python manage.py createsuperuser
Username (leave blank to use 'dinosaur'):
Email address:
Password:
Password (again):
Superuser created successfully.

And at this point, you can also ask for the token.

python manage.py get_token dinosaur
Enter Password:
xxxxxxxxxxxxxxxxxxxxxxxxxxxxxxxxxxxxxxx

You can then export this token in the environment to be found by the river api client.

export RIVER_ML_USER=dinosaur
export RIVER_ML_TOKEN=xxxxxxxxxxxxxxxxxxxxxxxxxxxxxxxxxxxxxx

Otherwise you will need to manually go through a standard OAuth2 workflow of using basic auth to look for a 401 response with a Www-Authenticate header, parsing that to find the “realm” (the authentication server) and then making a request to that endpoint with the base64 encoded user and token in the Authenticate header. It’s much easier to use the client to do it for you, which will cache your token (until it expires and you need to request a new one automatically).

Of course if you have a Django interface with OAuth for login, you can make a settings or profile page to easily retrieve the same token. Open an issue if you need guidance to do this. We might consider adding a front-end view to provide by default if it’s desired.

Sample Application

An example app is provided that you can use to test. Once you have your environment setup, you can do:

$ python manage.py makemigrations
$ python manage.py migrate
$ python manage.py runserver

In another terminal, you can then run a sample script:

$ python examples/regression/run.py
$ python examples/binary/run.py
$ python examples/multiclass/run.py
$ python examples/cluster/run.py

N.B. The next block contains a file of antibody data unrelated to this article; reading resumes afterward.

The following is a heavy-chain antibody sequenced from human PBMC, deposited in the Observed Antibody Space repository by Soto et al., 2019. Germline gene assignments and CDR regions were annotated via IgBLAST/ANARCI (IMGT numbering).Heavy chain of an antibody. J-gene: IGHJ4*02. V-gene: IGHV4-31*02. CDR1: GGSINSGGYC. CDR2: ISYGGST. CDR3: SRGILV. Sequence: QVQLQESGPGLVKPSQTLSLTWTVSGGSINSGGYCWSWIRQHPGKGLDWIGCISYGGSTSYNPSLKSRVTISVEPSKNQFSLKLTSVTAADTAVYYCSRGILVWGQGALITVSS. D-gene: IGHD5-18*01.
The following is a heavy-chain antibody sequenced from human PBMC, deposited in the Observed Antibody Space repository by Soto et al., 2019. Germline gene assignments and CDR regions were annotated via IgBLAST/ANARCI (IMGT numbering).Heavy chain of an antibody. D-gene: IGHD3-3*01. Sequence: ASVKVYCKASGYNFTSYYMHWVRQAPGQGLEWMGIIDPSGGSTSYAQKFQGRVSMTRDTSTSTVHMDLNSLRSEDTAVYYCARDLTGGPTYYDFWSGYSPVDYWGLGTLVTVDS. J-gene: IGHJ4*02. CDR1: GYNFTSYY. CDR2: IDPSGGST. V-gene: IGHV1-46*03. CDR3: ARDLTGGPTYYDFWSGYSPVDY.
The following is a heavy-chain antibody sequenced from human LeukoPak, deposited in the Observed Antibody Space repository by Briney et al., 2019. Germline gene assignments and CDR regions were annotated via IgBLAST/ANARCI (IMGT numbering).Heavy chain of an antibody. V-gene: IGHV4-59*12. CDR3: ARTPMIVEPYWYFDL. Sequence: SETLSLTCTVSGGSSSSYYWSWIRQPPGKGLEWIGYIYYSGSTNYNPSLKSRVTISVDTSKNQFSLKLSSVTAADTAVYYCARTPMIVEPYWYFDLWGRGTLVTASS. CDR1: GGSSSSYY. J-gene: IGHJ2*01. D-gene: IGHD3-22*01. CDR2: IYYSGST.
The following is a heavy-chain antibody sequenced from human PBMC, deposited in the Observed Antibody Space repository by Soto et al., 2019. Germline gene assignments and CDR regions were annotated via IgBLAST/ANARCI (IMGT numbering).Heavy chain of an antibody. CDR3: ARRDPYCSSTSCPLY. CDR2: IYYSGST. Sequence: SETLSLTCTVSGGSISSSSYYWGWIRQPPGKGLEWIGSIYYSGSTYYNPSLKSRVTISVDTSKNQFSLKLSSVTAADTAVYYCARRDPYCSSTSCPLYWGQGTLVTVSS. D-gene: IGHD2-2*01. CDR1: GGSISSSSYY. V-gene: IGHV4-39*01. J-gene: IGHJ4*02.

$ python examples/custom/run.py

Note that creme models are supported, but with minimum functionalty (no metrics) and you must install creme on your own.

$ python examples/creme/run.py

Testing

Running tests with the example server is also fairly easy!

python runtests.py

Interaction from Inside your Application

While a user is going to be interacting with your API endpoints, you might want to interact with models from within your Django application. This is possible by interacting with the DjangoClient directly, which wraps the database and is exposed to the API via a light additional wrapper. The following examples can walk you through the different kinds of interactions. For all interactions, you’ll wait to create a client first:

from django_river_ml.client import DjangoClient
client = DjangoClient()

This also means you can choose to not add the Django River URLs to your application and have more control over your ML interactions internally. You can also take an approach between those two extremes, and just expose a limited set using the API_VIEWS_ENABLED setting. When empty, all views are enabled. Otherwise, you can set a custom set of names to enable (and those not in the list will not be enabled).

Note

We are planning to allow retrieving a model from version control, e.g., given that you are starting a Kubernetes run of Spack Monitor (which will need to use redis to store model information) and the model is not found.

Get Models

To get models, simply ask for them! This will return a list of names to interact with further.